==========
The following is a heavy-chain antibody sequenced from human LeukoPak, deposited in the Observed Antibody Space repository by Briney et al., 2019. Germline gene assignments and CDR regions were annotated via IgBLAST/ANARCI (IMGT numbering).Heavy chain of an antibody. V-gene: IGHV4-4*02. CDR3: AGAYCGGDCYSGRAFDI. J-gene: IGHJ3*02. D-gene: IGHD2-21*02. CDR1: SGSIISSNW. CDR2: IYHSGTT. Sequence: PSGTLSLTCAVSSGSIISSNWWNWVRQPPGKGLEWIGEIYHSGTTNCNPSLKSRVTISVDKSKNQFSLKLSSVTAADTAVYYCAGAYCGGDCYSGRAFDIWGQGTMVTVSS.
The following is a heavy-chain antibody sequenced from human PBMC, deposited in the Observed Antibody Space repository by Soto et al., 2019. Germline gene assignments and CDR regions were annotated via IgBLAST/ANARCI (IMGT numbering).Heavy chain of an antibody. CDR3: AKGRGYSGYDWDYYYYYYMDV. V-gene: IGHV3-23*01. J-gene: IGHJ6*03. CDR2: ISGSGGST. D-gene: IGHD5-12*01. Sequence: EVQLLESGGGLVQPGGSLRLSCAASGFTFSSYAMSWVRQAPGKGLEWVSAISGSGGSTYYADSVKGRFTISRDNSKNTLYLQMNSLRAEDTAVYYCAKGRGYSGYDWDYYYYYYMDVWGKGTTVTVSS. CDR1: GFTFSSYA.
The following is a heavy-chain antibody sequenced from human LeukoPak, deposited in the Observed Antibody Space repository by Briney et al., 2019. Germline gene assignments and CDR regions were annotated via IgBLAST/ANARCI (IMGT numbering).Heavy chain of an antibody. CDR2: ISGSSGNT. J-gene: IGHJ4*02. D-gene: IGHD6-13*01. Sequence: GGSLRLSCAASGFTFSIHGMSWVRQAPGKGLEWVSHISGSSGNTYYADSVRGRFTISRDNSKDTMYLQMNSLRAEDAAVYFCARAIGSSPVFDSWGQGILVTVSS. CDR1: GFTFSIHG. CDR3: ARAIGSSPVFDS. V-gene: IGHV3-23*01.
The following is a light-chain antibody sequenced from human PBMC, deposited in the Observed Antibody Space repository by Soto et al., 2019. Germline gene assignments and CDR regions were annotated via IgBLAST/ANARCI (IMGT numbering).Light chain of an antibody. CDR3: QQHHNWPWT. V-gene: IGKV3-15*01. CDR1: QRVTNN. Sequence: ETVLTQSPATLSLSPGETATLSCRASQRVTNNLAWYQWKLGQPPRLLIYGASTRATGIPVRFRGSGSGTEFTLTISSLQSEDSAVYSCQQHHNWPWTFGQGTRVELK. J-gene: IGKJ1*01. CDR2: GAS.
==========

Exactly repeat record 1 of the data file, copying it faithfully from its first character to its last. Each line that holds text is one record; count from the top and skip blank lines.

The following is a heavy-chain antibody sequenced from human LeukoPak, deposited in the Observed Antibody Space repository by Briney et al., 2019. Germline gene assignments and CDR regions were annotated via IgBLAST/ANARCI (IMGT numbering).Heavy chain of an antibody. V-gene: IGHV4-4*02. CDR3: AGAYCGGDCYSGRAFDI. J-gene: IGHJ3*02. D-gene: IGHD2-21*02. CDR1: SGSIISSNW. CDR2: IYHSGTT. Sequence: PSGTLSLTCAVSSGSIISSNWWNWVRQPPGKGLEWIGEIYHSGTTNCNPSLKSRVTISVDKSKNQFSLKLSSVTAADTAVYYCAGAYCGGDCYSGRAFDIWGQGTMVTVSS.